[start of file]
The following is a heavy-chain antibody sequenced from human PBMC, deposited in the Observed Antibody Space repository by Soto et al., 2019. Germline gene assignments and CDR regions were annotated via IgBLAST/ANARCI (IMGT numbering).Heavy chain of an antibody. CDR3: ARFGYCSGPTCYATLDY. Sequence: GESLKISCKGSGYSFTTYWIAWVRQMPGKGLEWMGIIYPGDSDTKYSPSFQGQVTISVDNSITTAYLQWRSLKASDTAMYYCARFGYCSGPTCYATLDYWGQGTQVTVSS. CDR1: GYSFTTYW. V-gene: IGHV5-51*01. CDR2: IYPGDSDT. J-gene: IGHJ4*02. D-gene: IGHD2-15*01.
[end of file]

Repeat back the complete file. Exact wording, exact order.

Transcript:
The following is a heavy-chain antibody sequenced from human PBMC, deposited in the Observed Antibody Space repository by Soto et al., 2019. Germline gene assignments and CDR regions were annotated via IgBLAST/ANARCI (IMGT numbering).Heavy chain of an antibody. CDR3: ARFGYCSGPTCYATLDY. Sequence: GESLKISCKGSGYSFTTYWIAWVRQMPGKGLEWMGIIYPGDSDTKYSPSFQGQVTISVDNSITTAYLQWRSLKASDTAMYYCARFGYCSGPTCYATLDYWGQGTQVTVSS. CDR1: GYSFTTYW. V-gene: IGHV5-51*01. CDR2: IYPGDSDT. J-gene: IGHJ4*02. D-gene: IGHD2-15*01.